As a University of Wisconsin-Madison computer and electrical engineering professor, Susan Hagness doesn’t typically field emails about cranberry farming. Her background is in cancer detection, not agriculture.

But when she saw a message from a cranberry researcher asking for help in her inbox last year, she knew it was a problem her team could solve.

“We felt we had the perfect expertise to tackle this,” she said. “We felt it was a natural win-win situation.”

The cranberry researcher was an employee with the multinational food brand Ocean Spray, asking for insight on cranberry counting. To estimate the size of a crop, modern growers currently use old-fashioned methodology: They pick all the berries in a square-foot patch of bushes, and then do a hand-count. 

Hagness, UW-Madison engineering professor John Booske and graduate student researcher Alex Haufler have now come up with a prototype for a better way: a boxy scanning device that looks like a computer case mounted on PVC pipes.

The array can be mounted directly above a cranberry bed, and through using electromagnetic pulses, “read” the bramble. From those readings, a count can be generated.

It’s a piece of technology that Hagness said could improve the efficiency and accuracy of cranberry counts in the state.

“This is a great example of a relationship between a really important state industry and our university,” she said.

The cranberry industry in Wisconsin is indeed a huge agricultural sub-sector. According to the Wisconsin State Cranberry Growers Association, about 60 percent of the nation’s cranberry yield comes from Wisconsin.

For those in the industry, berry counts are vital. For growers, yield estimates can help them take stock of harvests, and see how adjustments they make in their farming techniques affect out put.

“If they can correlate farming practices with yield improvements, they can fully adopt these new practices,” noted Hagness.

Others benefit too: Handlers further down the supply chain need to estimate how much storage they’ll need for berries, while scientists who genetically engineer cranberries rely on the data for their research.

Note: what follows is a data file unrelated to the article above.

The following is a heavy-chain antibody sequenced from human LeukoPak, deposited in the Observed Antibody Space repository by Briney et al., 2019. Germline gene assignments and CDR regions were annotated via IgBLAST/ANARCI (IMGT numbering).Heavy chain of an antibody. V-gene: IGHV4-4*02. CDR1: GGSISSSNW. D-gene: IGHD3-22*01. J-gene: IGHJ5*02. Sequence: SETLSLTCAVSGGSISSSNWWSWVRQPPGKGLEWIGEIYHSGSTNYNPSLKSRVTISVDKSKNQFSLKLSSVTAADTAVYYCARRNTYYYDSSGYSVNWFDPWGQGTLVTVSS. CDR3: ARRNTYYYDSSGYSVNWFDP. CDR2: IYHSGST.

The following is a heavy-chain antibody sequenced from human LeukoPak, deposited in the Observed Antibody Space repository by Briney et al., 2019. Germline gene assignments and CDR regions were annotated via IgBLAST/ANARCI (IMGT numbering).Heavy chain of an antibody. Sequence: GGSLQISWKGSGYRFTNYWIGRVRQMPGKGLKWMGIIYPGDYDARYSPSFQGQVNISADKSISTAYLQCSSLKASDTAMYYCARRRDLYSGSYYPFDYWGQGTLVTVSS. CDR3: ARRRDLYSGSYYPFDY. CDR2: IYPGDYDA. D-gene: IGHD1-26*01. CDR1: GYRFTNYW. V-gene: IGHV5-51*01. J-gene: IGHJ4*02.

With their backgrounds in applied electromagnetics, Hagness and company were well-suited to come up with a solution to cranberry counting. Microwaves have long been used in applications in things like medical imaging and for assessing the integrity of bridges. Much like radar is used to detect moisture in clouds in meteorology, it stood to reason that using microwave pulses on a cranberry bed could be used to read moisture and come up with a berry count.

The first stage of developing the technology involved “measuring” the different components of a cranberry bush from an electromagnetic perspective.

“We wanted to come up with the properties of all parts of the canopy,” Haufler explained.

The researchers found that berries had traits that drastically contrasted those of the stems and leaves — in other words, berries would easily stand out in scans. From there, it was a question of running test scans in computer generated models of cranberry crops, before building a prototype and taking it out to Wisconsin cranberry fields in Junction City and Neenah for testing.

With the data they collected, it’s now a question of finessing computer algorithms to generate the actual count. The team will then check the accuracy of their tally with the hand-count of the producers.

Ocean Spray and the state growers association funded the project. Ocean Spray, a large cooperative of cranberry farmers, also provided two of its members’ fields for testing. Hagness said it’s typical for her department to field such engineering projects from the private sector.

“We have tremendous interactions with industrial partners from across the board,” she said.

Hagness said that the plan is to conduct more tests in the coming year, this time with the device mounted on a boom attached to a truck to collect even more data for the research project. From there, said Hagness, she’d like to help disseminate the technology to Wisconsin producers.

“It is not our intention to patent this technology,” she said. “I would envision working with the farmers in the state to provide them with a system where anyone who wants one can get one.”

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